It was Reagan, not Nixon, who said “government is not the solution, government is the problem.” It was Reagan who argued for massive tax and spending cuts. It was Reagan, not Nixon, who used federal power to attack the labor movement, in the PATCO strike (Nixon had relished his support from conservative unions, which had refused to endorse his challenger, George McGovern, in that same 1972 election.) By 1988, when Reagan left the White House, we no longer believed Nixon was the worst Republican we could imagine. Then George W. Bush started a war in Iraq, and we no longer believed Reagan was the worst. And then we got Trump.

     

    The Republicans of our day are worse than their predecessors in Lennon’s time, but today’s movements are miles ahead of the ones Lennon joined. The summer of Black Lives Matter saw street protests not just in a few big cities but in virtually every city and town in America. Millions of people marched in the biggest protests in American history.

     

    The marchers were multiracial and part of a movement founded and led by black women. And they skillfully combined protest with politics. Lennon would have been eighty this year. He would have hated Trump, but he would have loved the summer of 2020.

     

    About the Author

     

    Jon Wiener is the author, most recently, of Set the Night on Fire: L.A. in the Sixties, coauthored by Mike Davis. His books include Come Together: John Lennon in His Time.

     

     

    December 7, 2020

    Rare picture of The Beatles as baby-faced teenagers in 1958 is unearthed by Paul McCartney's brother and unveiled in new book

    by Liz Hull for the Daily Mail

     

    Strumming their guitars in his auntie’s front room, this is Paul McCartney with John Lennon and George Harrison in what is thought to be one of the earliest colour pictures ever taken of the Beatles.

     

    The photograph, which has never been seen before, was unearthed by Sir Paul’s brother Mike McCartney, who took it in March 1958.

     

    It shows Paul and George, both 15, and John, 17, rehearsing to perform at a wedding reception. George has his back to the camera, hence the name on the negative – George’s Back.

     

     

    Mike stumbled across the negative while going through old files for a new book. He said he was 14 when he took the picture – along with a well-known second image, largely assumed to be the first colour picture of the band – at his Auntie Gin’s house in Huyton, Liverpool, at the reception for her 19-year-old son, Ian Harris.

     

    Dressed in grey jackets, white shirts and black ties, the band, then named The Quarrymen, appear to be rehearsing, with Paul open mouthed, presumably mid-song.

     

    Mike said: 'My filing system is non-existent, I’m always coming across lost drawings and pictures. I was going through some old files and came across a couple of negs and I realised that, because the other one was a better picture, I had put this one to one side.

     

    'I realised, "Oh my God, I must have taken this one earlier because there they are rehearsing, George has his back to the camera".'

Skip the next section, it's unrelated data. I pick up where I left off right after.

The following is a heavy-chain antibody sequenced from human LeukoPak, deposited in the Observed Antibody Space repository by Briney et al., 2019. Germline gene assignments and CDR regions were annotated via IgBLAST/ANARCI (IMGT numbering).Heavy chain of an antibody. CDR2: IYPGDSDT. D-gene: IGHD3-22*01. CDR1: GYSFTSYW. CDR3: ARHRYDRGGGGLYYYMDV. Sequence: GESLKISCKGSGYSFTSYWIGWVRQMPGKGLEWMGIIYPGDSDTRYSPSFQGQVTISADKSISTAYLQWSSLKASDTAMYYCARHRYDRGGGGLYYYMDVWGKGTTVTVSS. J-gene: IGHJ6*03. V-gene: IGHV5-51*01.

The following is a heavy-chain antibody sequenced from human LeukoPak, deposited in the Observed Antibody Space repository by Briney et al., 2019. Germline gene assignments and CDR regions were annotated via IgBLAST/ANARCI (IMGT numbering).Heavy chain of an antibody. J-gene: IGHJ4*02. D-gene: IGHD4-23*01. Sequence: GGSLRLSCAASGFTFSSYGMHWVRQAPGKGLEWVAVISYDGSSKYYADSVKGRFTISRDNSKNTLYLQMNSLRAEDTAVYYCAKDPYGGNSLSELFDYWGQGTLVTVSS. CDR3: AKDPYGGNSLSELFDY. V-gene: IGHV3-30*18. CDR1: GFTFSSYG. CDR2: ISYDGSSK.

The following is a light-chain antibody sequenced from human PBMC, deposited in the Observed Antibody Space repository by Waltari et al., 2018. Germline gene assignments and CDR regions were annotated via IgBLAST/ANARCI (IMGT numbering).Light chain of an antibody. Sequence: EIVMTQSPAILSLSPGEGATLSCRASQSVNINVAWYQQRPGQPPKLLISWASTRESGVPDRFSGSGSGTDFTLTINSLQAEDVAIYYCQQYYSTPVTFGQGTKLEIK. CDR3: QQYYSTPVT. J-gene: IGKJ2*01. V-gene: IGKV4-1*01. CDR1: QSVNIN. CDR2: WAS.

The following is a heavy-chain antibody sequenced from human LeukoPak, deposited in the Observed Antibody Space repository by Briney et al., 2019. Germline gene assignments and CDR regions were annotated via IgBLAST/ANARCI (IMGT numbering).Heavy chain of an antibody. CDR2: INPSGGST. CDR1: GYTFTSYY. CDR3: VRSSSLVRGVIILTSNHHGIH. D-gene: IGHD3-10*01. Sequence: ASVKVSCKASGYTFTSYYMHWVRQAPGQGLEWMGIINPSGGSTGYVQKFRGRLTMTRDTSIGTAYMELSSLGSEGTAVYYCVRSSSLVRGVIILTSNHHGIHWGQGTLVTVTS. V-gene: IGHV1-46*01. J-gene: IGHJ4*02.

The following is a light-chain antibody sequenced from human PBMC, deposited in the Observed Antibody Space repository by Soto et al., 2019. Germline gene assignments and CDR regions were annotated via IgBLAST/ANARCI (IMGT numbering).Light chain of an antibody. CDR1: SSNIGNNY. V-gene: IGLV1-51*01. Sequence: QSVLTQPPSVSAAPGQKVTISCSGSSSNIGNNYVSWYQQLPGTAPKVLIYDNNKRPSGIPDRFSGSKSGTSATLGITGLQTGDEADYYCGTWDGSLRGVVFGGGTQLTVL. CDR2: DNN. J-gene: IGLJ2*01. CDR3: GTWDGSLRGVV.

'It was a lovely discovery after all these years. Sometimes negatives fade if they haven’t been stored properly but this one was in prime condition. In those days colour film was very expensive so it would have been a special present from Dad to get the colour film for me.

     

    'We used to get Dad a £1 cigar every year for Christmas and he would have got this as my gift. It's brilliant to see their matching jackets in colour.'

     

    Harry Ian Harris, then 19, married Cecilia Jacqueline Gavin, 16, known as Jackie, in a Catholic church ceremony in Huyton on Saturday March 8 1958. Afterwards a party was held in their honour at 147 Dinas Lane, the home of Paul’s Auntie Gin.

     

    Ian asked Paul to bring some musician friends to play at the reception. George Harrison had met the Quarrymen only the previous month, and had turned 15 just days before.

     

    The other, more famous image, also taken at the reception, has been widely published previously and is well known among Beatles' fans.

     

    It is entitled 'John, Paul, George and Dennis,' in reference to the fourth man, Dennis Littler, a neighbour of Ian Harris who was pictured next to the musicians drinking a glass of stout.

     

    But after the new colour snap was previewed by Mike's publishers on Tuesday, it caused much excitement among Beatles’ fans on social media. 

     

    His limited edition book, Mike McCartney’s Early Liverpool, is due out next year from Genesis Publications (mikemccartneybook.com).

     

    It includes unseen pictures, from his very first photograph taken with the family Kodak Brownie, to capturing the emerging Merseybeat scene.

     

     

    December 6, 2020

    Paul McCartney opens up about friendship with John Lennon in new interview

    "We had certainly got our friendship back, which was a great blessing for me"

    By Elizabeth Aubrey for New Music Express

     

     

    Speaking to The Sunday Times, McCartney opened up about his friendship with Lennon in the period following The Beatles split.

     

    On being asked if he thought the Beatles would have ever worked together again, McCartney said: “We made a decision when the Beatles folded that we weren’t going to pick it up again. So we switched off from the Beatles. You talk about something coming full circle that is very satisfying; let’s not spoil it by doing something that might not be as good. It was a conscious decision to leave well enough alone, so I don’t really think we would have. But who knows? We could have.”